Science Monday: Pills for “forgetting” trauma


on 11/26/06 60 Minutes presented a piece about the use of Propranolol, a beta blocker, in attempting to eliminate the physical symptoms of memories of trauma. Patients (in the treatment group) were administered the drug after writing out the details of their trauma. Later (long after the drugs wore off) they were read their stories back to them while measuring adrenaline levels and physiological symptoms associated with the flight/fight response.  Some seem to not have the triggered reactions of PTSD. Some studies of the drug have been carried out on rats. The rats given the medication while trying to “learn” something seem to have more trouble remembering what they were trying to learn. In humans, the theory is that it somehow may disconnect emotion from memory. If you want to read more on the topic follow this link. Here’s one quote from that page: Experiments indicate propranolol also blocks the effect of adrenaline upon areas of the brain involved in memory formation, including the amygdala. It seems to disconnect emotion from memory.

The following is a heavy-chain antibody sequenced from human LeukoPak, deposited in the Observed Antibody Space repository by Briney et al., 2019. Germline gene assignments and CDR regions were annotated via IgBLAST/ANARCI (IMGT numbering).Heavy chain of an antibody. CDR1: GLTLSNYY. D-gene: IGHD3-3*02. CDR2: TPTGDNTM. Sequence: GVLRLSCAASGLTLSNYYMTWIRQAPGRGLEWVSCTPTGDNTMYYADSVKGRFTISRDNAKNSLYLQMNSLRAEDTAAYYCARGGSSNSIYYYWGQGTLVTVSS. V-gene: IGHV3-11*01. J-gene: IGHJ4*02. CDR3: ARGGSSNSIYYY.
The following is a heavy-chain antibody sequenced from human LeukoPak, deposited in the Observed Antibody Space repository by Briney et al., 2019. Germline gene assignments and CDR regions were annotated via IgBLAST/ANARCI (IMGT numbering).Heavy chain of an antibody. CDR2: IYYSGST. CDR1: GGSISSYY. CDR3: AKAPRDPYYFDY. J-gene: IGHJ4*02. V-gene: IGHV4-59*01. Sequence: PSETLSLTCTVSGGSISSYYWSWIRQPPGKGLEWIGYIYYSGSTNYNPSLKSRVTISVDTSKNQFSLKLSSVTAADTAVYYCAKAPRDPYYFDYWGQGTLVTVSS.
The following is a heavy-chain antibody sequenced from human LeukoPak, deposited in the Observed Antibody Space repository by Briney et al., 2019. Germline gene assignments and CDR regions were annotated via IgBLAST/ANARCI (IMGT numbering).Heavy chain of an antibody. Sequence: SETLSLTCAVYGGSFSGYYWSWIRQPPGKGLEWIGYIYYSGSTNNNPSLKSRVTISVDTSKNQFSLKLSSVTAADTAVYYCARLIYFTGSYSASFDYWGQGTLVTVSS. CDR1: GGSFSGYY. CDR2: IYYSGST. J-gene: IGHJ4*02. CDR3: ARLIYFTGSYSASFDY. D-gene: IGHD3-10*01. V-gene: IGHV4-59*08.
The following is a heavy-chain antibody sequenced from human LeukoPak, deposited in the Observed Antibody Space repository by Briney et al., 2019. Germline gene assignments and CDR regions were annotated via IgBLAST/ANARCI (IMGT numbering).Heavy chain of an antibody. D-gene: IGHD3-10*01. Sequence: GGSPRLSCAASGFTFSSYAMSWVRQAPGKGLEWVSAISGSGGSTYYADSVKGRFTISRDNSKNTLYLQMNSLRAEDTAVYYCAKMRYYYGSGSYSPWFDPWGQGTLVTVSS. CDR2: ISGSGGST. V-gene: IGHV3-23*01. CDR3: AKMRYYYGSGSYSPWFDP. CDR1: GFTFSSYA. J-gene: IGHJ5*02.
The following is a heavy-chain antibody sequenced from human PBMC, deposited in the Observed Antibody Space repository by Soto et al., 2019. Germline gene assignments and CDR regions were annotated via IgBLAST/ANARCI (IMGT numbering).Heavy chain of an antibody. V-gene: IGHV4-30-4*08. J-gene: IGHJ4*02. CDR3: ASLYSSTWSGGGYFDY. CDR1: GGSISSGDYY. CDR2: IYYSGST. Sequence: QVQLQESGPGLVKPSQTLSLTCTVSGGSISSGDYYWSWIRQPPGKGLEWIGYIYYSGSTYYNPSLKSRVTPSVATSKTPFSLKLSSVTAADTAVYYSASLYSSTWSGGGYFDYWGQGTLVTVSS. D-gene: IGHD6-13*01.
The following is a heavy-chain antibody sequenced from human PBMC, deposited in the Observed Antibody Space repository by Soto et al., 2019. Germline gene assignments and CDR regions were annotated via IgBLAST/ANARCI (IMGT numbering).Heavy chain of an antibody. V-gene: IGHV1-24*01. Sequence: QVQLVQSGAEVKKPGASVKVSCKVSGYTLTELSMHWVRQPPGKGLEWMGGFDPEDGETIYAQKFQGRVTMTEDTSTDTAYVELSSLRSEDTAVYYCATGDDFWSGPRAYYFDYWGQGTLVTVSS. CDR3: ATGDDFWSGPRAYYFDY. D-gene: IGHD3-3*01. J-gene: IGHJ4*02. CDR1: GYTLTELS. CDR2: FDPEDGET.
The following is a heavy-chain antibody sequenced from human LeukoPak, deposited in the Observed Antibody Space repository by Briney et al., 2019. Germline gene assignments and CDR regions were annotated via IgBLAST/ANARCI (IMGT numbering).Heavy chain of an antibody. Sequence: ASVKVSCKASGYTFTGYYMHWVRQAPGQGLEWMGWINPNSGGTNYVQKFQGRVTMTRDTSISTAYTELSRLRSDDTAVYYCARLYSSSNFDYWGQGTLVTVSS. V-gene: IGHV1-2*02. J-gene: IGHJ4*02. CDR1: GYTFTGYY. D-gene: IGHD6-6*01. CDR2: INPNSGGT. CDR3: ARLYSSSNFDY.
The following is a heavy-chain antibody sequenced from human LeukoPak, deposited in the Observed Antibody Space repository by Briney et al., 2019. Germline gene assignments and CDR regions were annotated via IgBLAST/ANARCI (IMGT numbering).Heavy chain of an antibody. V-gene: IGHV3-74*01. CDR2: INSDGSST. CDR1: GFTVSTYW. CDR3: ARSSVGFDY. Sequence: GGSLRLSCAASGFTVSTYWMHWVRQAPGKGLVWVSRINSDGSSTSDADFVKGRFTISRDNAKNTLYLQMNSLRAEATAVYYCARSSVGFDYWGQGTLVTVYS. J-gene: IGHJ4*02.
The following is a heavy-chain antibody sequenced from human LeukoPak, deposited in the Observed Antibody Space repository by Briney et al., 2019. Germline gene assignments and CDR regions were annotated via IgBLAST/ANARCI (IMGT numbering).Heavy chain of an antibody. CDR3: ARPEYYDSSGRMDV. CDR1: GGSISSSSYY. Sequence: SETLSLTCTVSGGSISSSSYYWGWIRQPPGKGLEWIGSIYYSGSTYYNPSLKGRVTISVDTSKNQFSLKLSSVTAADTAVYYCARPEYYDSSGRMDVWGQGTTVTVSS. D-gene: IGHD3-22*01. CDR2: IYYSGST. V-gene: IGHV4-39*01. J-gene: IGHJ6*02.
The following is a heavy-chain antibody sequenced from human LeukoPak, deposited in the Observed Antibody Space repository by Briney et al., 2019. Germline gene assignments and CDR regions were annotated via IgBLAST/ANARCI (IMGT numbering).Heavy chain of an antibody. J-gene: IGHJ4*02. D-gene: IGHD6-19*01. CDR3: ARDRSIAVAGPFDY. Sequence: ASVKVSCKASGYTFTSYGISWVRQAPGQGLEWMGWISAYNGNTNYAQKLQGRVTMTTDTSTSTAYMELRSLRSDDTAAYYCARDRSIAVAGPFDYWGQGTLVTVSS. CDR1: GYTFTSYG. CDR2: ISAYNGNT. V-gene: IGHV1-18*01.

At this point, there isn’t much evidence that the drug will eliminate previously formed memories. Will it reduce flash-backs or just the intense emotions experienced during them. If it does, that would be good.   After the popular media dust settles and the alarmists stop their attacks (you can take this drug so as to forget something bad you did; People who take this will forget important details and then won’t be able to be good witnesses to the crimes committed against them), there will be some important questions: 1. How much does the drug create the effect and how much is it the retelling of the story from a relaxed, distant state? EMDR, a treatment for trauma created by Francine Shapiro, works not because of some finger waving but the repeated retelling of trauma the causes the teller to distance from the event and recall it more than relive it. 2. How much does intentional forgetting play a part here? Intentional forgetting does seem to reduce one’s recall of prior events. Just participating in the study may cause some to distance from their stories once the secrets of trauma are revealed to others in a safe environment. This is not true for everyone, but for some the act of being heard, seen, cared for while revealing their deepest secrets is very healing.

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Filed under counseling science, Post-Traumatic Stress Disorder

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